I can’t wait to try the new Apple CarPlay, but I have one major concern

Apple’s new infotainment system looks great, but I fear it will strip away brand identity

Apple CarPlay Next-Gen
(Image credit: Apple)

I love Apple CarPlay. When borrowing a car for review, I almost always connect my iPhone instead of using the manufacturer’s own infotainment system. I even paid to have CarPlay retrofitted to my own car and use it for every single journey, and can't wait to try the new version Apple just revealed.

The bold, new CarPlay was shown off by Apple in late-December with images of it running on dashboards of electric cars by Porsche (pictured above) and Aston Martin (below).

These show a system that spans every touch screen and display. No longer will CarPlay be restricted to a single screen; instead it’ll appear everywhere, from the infotainment screen, to the driver display behind the steering wheel and hopefully the head-up display projected onto the windscreen too.

It’ll be a comprehensive system, Apple’s images suggest, and I have no doubt it’ll be a slick, intuitive experience that far exceeds the software of even the most creative and deep-pocketed car manufacturers.

But I have a concern. I fear bringing CarPlay to every display – and especially to the instrument cluster – will strip away the car maker’s identity.

Porsche's new CarPlay interface is little more than a nod to the brand's iconic dashboards of old, but with three dials instead of the usual five, and the Aston speedometer shares only its colour with the brushed metal dials of an old Vantage. They both feel like half-baked attempts at skeuomorphism; not a charming facsimile evoking memories of a rose-tinted past, nor a bold attempt at something entirely new.

Apple CarPlay Next-Gen

(Image credit: Apple)

Car manufacturers had already set out on this course when they began swapping analogue dials for digital display, and now the updated CarPlay will accelerate this transition to homogenised dashboards that offer little to make one car stand out from another.

It won’t be long before instrument panels and infotainment displays look as alike as Android smartphones, devoid of character when in use and entirely blank when switched off. Children will no longer peer into the cockpits of exotic supercars in a bid to see what the speedometer reads to. That’s why Bugatti still fits the Chiron with an analogue speedometer, complete with a scale that reads all the way to an intoxicating 500 km/h.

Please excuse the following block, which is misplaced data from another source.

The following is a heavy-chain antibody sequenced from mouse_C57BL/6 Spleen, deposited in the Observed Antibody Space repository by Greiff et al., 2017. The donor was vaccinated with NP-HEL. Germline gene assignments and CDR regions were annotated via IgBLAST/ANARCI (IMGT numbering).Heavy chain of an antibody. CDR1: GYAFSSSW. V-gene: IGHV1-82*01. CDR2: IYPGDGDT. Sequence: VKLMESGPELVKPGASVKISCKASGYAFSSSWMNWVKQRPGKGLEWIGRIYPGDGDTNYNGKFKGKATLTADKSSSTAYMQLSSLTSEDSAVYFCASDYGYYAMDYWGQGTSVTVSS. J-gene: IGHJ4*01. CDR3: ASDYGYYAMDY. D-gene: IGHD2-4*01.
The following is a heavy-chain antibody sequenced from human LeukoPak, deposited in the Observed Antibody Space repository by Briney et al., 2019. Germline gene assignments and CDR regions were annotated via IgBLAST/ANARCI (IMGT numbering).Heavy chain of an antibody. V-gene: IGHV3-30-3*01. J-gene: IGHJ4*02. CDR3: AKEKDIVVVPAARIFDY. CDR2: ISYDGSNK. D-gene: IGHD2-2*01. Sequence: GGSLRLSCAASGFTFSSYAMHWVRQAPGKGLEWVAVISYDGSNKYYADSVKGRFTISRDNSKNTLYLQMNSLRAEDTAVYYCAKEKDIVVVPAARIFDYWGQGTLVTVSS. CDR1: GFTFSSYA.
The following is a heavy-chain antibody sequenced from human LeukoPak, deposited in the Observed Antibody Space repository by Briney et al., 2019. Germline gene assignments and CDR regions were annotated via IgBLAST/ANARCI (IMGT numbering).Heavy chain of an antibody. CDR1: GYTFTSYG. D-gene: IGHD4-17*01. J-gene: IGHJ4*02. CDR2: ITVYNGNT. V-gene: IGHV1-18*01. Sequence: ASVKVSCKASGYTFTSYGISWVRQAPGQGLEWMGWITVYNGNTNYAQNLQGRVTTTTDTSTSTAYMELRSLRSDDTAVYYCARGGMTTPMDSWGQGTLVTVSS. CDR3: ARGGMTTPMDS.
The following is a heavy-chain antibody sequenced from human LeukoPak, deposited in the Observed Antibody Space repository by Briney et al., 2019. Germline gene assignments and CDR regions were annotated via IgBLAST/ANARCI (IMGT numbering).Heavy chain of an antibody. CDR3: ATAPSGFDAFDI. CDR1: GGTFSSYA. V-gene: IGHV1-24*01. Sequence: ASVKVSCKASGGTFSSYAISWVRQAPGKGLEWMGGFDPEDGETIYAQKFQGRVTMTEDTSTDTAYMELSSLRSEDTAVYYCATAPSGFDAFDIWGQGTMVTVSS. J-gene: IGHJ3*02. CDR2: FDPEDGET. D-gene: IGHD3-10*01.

This sense of identity is also why Bentley offers a rotating dashboard, which spins around to hide the touchscreen and replace it with analogue gauges when it isn’t needed. Bentley says this will help future proof its cars, giving owners an opportunity to hide the aged infotainment screen when parked on the manicured lawns of concours events decades from now. Those owners agree, with 70 percent ticking the rotating dashboard box when buying their new car.

Brand identity isn’t only lost by replacing the analogue dials and gauges with screens. Since Apple’s new software also includes cabin temperature controls, manufacturers will no longer be incentivised to design and produce those either.

Similarly, because CarPlay works best with touch inputs we’ll see cars lose their buttons and knobs. Every car will be controlled in the same way, with broadly the same user interface. Perhaps that’s why BMW isn't yet among the list of manufacturers gearing up to use the new CarPlay, since that could mean the death of its own iDrive system and the instantly recognisable hardware used to control it.

For a great many cars – affordable cars bought by the masses for their value and efficiency, not their history, character or brand value – the new CarPlay could be a revelation; a standardisation of interior controls that will make every vehicle as familiar as any other. But it could also take us down a road where manufacturers with century-old identities are forced to design interiors that all look, feel and function the same. Like so much of the Apple ecosystem, it’ll be a case of Apple’s way or no way.

As much as I want to be greeted by the full CarPlay experience when I jump into an unfamiliar rental car at the airport, with all of it controls where I expect them to be, I fear luxury car companies who depend on brand identity will lose a key battlefield on which to compete for customers.

They can add their own digitised logos and fonts, in the same way Hermès slaps a set of branded dials on the Apple Watch. But, as nice as those smartwatches are, the hardware still comes from the same Chinese factory as the regular model. They are not Hermès watches.

Auto brands have already seen their identity eroded by identikit electric drivetrains that make a Hyundai perform in much the same way as a Porsche. Once their interiors are homogenised by the same CarPlay experience on every screen, with no physical controls in sight, they'll have even less to truly call their own.

Alistair Charlton

Alistair is a freelance automotive and technology journalist. He has bylines on esteemed sites such as the BBC, Forbes, TechRadar, and of best of all, T3, where he covers topics ranging from classic cars and men's lifestyle, to smart home technology, phones, electric cars, autonomy, Swiss watches, and much more besides. He is an experienced journalist, writing news, features, interviews and product reviews. If that didn't make him busy enough, he is also the co-host of the AutoChat podcast.